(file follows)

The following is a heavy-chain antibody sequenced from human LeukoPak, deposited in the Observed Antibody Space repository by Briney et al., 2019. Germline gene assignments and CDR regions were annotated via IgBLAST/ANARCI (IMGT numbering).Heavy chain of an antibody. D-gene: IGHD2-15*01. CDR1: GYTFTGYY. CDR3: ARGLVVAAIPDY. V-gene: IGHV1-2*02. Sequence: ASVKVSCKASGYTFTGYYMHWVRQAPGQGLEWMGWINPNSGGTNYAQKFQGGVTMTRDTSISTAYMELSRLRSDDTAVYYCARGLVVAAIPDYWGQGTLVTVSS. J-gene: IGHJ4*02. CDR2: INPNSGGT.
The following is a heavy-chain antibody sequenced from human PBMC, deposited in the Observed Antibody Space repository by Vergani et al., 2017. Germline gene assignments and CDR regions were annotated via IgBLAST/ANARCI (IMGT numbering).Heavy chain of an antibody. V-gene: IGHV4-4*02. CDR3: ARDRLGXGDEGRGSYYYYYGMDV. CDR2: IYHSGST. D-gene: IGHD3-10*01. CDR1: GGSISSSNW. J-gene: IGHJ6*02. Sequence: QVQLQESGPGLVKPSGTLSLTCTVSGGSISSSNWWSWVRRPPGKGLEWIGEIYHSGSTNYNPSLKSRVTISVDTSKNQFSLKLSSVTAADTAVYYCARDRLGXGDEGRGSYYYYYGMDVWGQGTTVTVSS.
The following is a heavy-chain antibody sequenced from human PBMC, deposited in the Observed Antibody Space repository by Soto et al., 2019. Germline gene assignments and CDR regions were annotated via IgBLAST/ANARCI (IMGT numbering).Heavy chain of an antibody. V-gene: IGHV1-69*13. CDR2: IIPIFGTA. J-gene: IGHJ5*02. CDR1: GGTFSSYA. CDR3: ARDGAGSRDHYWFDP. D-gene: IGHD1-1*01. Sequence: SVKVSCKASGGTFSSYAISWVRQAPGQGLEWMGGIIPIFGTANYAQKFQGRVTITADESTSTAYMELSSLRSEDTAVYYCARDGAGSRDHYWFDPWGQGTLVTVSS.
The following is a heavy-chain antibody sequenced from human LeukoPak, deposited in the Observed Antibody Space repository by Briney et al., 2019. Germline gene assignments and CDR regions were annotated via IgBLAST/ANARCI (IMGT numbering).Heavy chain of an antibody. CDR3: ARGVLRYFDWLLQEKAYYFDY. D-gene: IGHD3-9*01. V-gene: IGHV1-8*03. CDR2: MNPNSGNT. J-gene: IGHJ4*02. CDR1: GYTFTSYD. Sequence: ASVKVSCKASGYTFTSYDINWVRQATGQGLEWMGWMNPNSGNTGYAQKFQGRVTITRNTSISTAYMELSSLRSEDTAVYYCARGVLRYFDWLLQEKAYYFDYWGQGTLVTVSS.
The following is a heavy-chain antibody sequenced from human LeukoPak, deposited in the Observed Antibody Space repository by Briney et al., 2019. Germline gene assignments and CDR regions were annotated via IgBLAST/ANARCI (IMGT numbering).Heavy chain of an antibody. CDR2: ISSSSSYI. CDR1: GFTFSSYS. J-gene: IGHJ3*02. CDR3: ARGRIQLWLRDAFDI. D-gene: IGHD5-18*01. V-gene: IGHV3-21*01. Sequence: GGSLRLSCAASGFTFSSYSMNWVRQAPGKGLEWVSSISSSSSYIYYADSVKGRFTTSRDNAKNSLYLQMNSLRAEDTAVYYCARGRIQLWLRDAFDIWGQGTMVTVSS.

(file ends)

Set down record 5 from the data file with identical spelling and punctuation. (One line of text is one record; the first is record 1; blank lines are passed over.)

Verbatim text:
The following is a heavy-chain antibody sequenced from human LeukoPak, deposited in the Observed Antibody Space repository by Briney et al., 2019. Germline gene assignments and CDR regions were annotated via IgBLAST/ANARCI (IMGT numbering).Heavy chain of an antibody. CDR2: ISSSSSYI. CDR1: GFTFSSYS. J-gene: IGHJ3*02. CDR3: ARGRIQLWLRDAFDI. D-gene: IGHD5-18*01. V-gene: IGHV3-21*01. Sequence: GGSLRLSCAASGFTFSSYSMNWVRQAPGKGLEWVSSISSSSSYIYYADSVKGRFTTSRDNAKNSLYLQMNSLRAEDTAVYYCARGRIQLWLRDAFDIWGQGTMVTVSS.